Brain activity was more synchronized and stronger, showing that exercise can induce the brain’s ability to adapt and change. The findings provide even more hope that exercise such as walking may be useful as a method to prevent or help stabilize people with mild cognitive impairment and perhaps, in the long term, delay transformation into Alzheimer’s-related dementia.
Stronger activity was observed within the default mode and saliency network and also within connections within the 3 networks.
Walking could prevent brain shrinkage in older adults
According to another study, older individuals who walk regularly may have larger brains than inactive individuals. The effects of exercise were equivalent to 4 fewer years of brain aging.
Researchers have made use of MRI scans to measure the brains of individuals with activity levels ranging from inactive to highly active. The scans confirmed that the less active individuals had smaller brain volumes.
Other studies have shown that the risk of age-related cognitive decline and dementia could be reduced with physical activity. This study used brain scans to measure individuals’ brain volumes and found that individuals engaged in the 3rd highest level of physical activity had brain volumes that were 4 years younger in brain aging than individuals in the 3rd highest level of physical activity. lower activity level.
The study included 1,557 dementia-free individuals with an average age of 75, including 296 with mild cognitive impairment and 28% with the APOE gene associated with a higher risk of Alzheimer’s.
The individuals underwent memory and thinking tests as well as physical exams and were questioned about their daily tasks and other physical activities. It was then calculated how much energy and time each individual allocated to those tasks and activities.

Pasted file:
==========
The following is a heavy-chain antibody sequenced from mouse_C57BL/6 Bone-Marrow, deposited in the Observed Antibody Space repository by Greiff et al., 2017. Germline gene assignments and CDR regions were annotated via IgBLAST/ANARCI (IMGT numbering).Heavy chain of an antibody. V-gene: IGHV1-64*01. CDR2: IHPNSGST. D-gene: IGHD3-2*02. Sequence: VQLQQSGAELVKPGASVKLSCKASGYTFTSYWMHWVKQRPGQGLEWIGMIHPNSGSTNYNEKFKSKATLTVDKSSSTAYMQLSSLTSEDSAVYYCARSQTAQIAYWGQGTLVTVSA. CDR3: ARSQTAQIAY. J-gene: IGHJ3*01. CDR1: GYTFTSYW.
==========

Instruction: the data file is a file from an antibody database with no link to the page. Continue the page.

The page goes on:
Individuals were divided into 3 groups: inactive individuals; fairly active individuals, which meant they had approximately 2.5 hours of low-intensity physical activity each week, 1.5 hours of moderate physical activity each week, or 1 hour of high-intensity physical activity each week; and more active individuals, which meant they had 7 hours of low-intensity physical activity each week, 4 hours of moderate physical activity each week, or 2 hours of high-intensity physical activity each week.
All MRI brain scans of the individuals were then reviewed and it was found that, compared to inactive individuals, the more active individuals had greater total brain volume.
After adjusting for APOE gene status, gender, age, education, and ethnicity/race, the mean brain size for inactive individuals was 871 cubic cm compared with 883 cubic cm for the most active individuals , a difference of 12 cubic cm, or 1.4%, or nearly 4 years of brain aging. These results remained similar even after individuals with mild cognitive impairment were excluded.
The findings strengthen the evidence that participation in greater physical activity is associated with greater brain volume. It’s also based on evidence that staying active more often throughout life could help prevent brain shrinkage.
One limitation of the study was that information about physical activity was based on an individual’s ability to remember how long and how often they were active. Due to the study design, it does not demonstrate that brain shrinkage is prevented by exercise; it only shows one connection.